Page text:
Chapter 7 and 8 of Campaigns & Elections covers interest group politics and media-campaign effects and
interactions. Interest groups are one of the great “boogey-men” of American politics, but they play an important
role in campaigns and elections. We might be concerned that interest group campaign assistance might mean
that elected officials would be beholden to those groups after the win, but is that true? Do we have empirical
evidence to that effect? What, in fact, do interest groups’ campaign contributions get them?
With the media, we have hold two ideas in our heads at the same time: media are necessary and adversarial in
a democratic system, but they can also be useful to campaigns if a campaign understands the incentives and
limits on media. Remember that while a free press is a public good, it is a good provided by private firms. That
has real implications on the way campaigns and media will interact. Furthermore, campaigns have to
understand who is consuming media at any given time. What to talk to partisans? The local paper isn’t the best
idea. What to talk to the average voter, avoid Fox News or MSNBC. What, then, are the costs and benefits for
being too distant or too close to media, and to what extent can media access actually harm a campaign?
Consider your readings from Campaigns & Elections and read these two pieces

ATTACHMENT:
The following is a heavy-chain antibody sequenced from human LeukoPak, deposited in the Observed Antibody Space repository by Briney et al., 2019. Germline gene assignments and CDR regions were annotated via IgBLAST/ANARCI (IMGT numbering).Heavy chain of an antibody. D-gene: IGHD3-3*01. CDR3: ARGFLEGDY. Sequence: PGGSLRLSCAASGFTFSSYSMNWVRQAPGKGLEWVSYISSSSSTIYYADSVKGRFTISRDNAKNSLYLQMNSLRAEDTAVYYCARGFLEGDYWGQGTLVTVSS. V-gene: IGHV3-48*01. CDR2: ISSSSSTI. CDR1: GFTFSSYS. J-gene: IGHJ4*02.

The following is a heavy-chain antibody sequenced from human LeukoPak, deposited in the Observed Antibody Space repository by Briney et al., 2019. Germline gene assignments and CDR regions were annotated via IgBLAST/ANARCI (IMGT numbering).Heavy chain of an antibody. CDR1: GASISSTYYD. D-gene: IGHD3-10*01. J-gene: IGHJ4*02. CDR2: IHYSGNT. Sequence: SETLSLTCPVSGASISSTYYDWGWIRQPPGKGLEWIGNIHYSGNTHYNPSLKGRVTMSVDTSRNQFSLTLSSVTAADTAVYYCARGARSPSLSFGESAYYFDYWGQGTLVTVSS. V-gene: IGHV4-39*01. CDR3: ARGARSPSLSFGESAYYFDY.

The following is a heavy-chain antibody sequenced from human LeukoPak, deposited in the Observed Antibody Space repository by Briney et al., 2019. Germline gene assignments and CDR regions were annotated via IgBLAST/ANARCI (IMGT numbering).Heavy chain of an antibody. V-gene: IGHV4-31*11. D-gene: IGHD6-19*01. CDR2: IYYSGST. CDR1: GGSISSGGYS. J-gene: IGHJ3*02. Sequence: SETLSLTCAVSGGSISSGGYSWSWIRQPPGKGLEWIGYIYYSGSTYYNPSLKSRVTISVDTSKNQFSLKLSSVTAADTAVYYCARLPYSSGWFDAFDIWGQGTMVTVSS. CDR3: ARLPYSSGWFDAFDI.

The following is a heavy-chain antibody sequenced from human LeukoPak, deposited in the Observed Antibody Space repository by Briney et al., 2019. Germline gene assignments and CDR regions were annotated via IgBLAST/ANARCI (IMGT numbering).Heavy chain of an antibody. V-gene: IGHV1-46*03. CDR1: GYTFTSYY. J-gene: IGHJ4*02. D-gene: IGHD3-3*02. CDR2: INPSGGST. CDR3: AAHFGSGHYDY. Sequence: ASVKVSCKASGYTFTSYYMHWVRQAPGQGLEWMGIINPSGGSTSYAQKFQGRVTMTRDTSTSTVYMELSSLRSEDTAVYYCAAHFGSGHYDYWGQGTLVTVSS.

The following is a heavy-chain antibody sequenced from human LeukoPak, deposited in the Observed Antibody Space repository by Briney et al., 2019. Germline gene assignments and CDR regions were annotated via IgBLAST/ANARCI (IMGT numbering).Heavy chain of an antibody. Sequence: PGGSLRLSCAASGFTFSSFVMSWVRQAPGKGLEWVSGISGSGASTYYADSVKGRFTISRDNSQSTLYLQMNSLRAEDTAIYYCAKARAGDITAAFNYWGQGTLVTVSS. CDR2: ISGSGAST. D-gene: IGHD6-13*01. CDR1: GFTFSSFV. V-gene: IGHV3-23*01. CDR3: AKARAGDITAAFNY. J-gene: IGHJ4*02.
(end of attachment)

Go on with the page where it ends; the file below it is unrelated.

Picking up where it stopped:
hildren (Horse, 2001, 2). Their sadistic daydreaming as children influenced them as adults to act out their fantasies. Serial killer Ted Bundy carried knives around with him at the age of three due to his fantasies of controlling people with knives (Mukherjee, 1998, 1). He used knives on at least fifty women when he was older and each victim was a substitute for his mother whom he daydreamed about killing numerously but could never follow through with it. Although sadistic daydreaming as a child can lead to serial killer behavior, the most common denominator of serial killers is abuse as a child. Most serial killers undergo many forms of abuse as children. Sexual, psychological and physical abuse as a youngster fills a child with hate and self-loathing that torments a child to become vengeful towards others for their own troublesome family backgrounds. More than 43% of serial killers were sexually molested as children (Schechter and Everitt, 293). Serial killer John Bartsch was bathed by his mother in Germany until he was eighteen years old. His mother would clean his private parts that would sexually stimulate him. This mental abuse caused Bartsch’s psychopathic fantasies, which lead to the killing of his victims. More than 74% of serial killers were subjected to continuous psychological torture as a child (Schechter and Everitt, 293). Bartsch’s mother screamed and threatened him numerous times of cutting off his penis, which lead him to his fear of his sexuality. FBI findings prove that over 42% of serial killers have suffered severe physical abuse (Schechter! and Everitt, 293). John Bartsch who was exposed to sexually and psychological abuse was also exposed to physical abuse. Bartsch tells psychologist Paul Moor, “She’s broken more than one wooden cloth’s hangar across my back.” Bartsch traumatic childhood experiences prove how abuse as a child leads to serial killer behavior later in life. The development of a serial killer comes directly from their childhood experiences. Most serial killers display at least one of the “Homicide Triads,” adolescent bed-wetting, arson or sadistic activity. This connection between serial killers as youngsters supports the theory that childhood experiences lead directly to psychopathic behavior of a serial killer (Horse, 2001, 2). Parents and other role models need to look ou>GET ANSWER